Splatsin band councillors George Dennis and Daniel Joe show their support for the Eagle Pass summit lookout, rebuilt by volunteers, as a welcome addition to the Secwepemc First Nation. The cabin, however, may be torn down if the provincial ministry decides the structure was renovated illegally. (File photo)

Hearing set to determine fate of Eagle Pass cabin

Volunteers could face fine of up to $10,000 for rebuilding structure without official permits.

A hearing with the volunteers who upgraded the Eagle Pass Lookout cabin is now being planned following a provincial investigation into the redevelopment of the structure.

Volunteers with the project have been told their actions could result in a fine of $10,000 and demolition of the structure.

In October 2017, the province launched an investigation into the restoration of the cabin after volunteers took on the project with what they say was verbal approval from the Ministry of Forests manager.

In a previous interview with the Observer, volunteer Rene St. Onge said he attempted to acquire provincial approval to reconstruct the cabin, but was told by a manager with FrontCounter BC in Kamloops it wasn’t needed because the work would be done on an existing structure.

“What they need to do is say, ‘you know what, there was a miscommunication,’” said St. Onge. “‘There was permission for this cabin, it’s beautiful, thank you very much.’ That’s all you need to do.”

Related link: Fate of Eagle Pass lookout in hands of bureaucracy

The cabin sits an elevation of approximately 7,500 feet, atop a rugged, rocky mountain peak. The cabin is a 14- by 14-foot engineered refurbishment of the original Eagle Pass Summit fire lookout, originally constructed in 1922. Carried out over the past two years by volunteers and donations, this reconstruction project was the subject of concern for the Ministry of Forests, Lands, Natural Resource Operations and Rural Development when it was discovered the work was done without official permits.

A stop work order was issued on Sept. 5, 2017 by the ministry, and applied to “all persons undertaking construction activities on this building.”

Related Link: Splatsin embrace Eagle Pass lookout project

In a statement from the ministry, the next step will be an “opportunity to be heard” hearing in May and, following that, a statutory decision-maker will consider all the evidence and determine whether the cabin should be removed or modified and the site remediated.

“At their discretion, the statutory decision-maker could also impose administrative penalties of up to $10,000,” says the ministry statement.

“The ministry is unable to provide further comment until this hearing process is complete.”


@SalmonArm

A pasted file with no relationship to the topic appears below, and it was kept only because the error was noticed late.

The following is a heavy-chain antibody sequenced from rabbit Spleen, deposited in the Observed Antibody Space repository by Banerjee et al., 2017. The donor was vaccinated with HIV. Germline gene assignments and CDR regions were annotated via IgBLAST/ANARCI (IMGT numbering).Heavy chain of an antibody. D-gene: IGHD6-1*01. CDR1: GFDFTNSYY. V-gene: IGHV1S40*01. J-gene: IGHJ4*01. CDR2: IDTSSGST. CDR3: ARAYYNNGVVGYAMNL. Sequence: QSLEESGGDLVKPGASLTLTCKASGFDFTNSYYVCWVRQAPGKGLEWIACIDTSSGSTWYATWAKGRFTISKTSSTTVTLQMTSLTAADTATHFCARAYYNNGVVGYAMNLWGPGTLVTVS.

newsroom@saobserver.net

Like us on Facebook and follow us on Twitter

Just Posted

Glimpses of Revelstoke’s past for Oct. 14

125 Years Ago: Kootenay Star, October 21, 1893 Revelstoke Station is rapidly… Continue reading

Puff, puff, pass: Cannabis is officially legal across Canada

B.C. has only one bricks-and-mortar marijuana store

New bus route to ‘replace’ Greyhound along Trans-Canada Highway

Rider Express Transportation says they will soon begin a bus service from Winnipeg to Vancouver

10 things still illegal in the new age of recreational cannabis

Pot is legal – but there are still a lot of rules, and breaking some could leave you in jail

VIDEO: First legal cannabis purchases as midnight strikes in eastern Canada

Newfoundland and Labrador was the first province to kick off the sale of cannabis, just after midnight local time

Shuswap pot shops close as cannabis becomes legal

One marijuana dispensary won’t require city approvals as on First Nations land

B.C. Lions look to cement CFL playoff spot with victory over Eskimos

B.C. can cement a post-season berth in the wild West Division on Friday night with a home win over the Edmonton Eskimos

Canada ban on asbestos takes effect but mining residues are exempt

Environment Minister Catherine McKenna plans to announce the new regulations implementing the ban on Thursday in Ottawa

Okanagan College dives into cannabis courses

The college has adapted its programs in Kelowna

Don’t be dazed and confused about legalization

Sitting down with an Okanagan lawyer to clear the haze of marijuana rules

Harry and Meghan bring rain to drought-stricken Outback town

Prince Harry and his wife Meghan are on day two of their 16-day tour of Australia and the South Pacific.

Demand for legalized cannabis in early hours draws lineups, heavy web traffic

Government-run and privately operated sales portals went live at 12:01 a.m. local time across Canada, eliciting a wave of demand.

Killer-rapist Paul Bernardo set to make parole pitch today

Paul Bernardo, whose very name became synonymous with sadistic sexual perversion, is expected to plead for release on Wednesday.

Most Read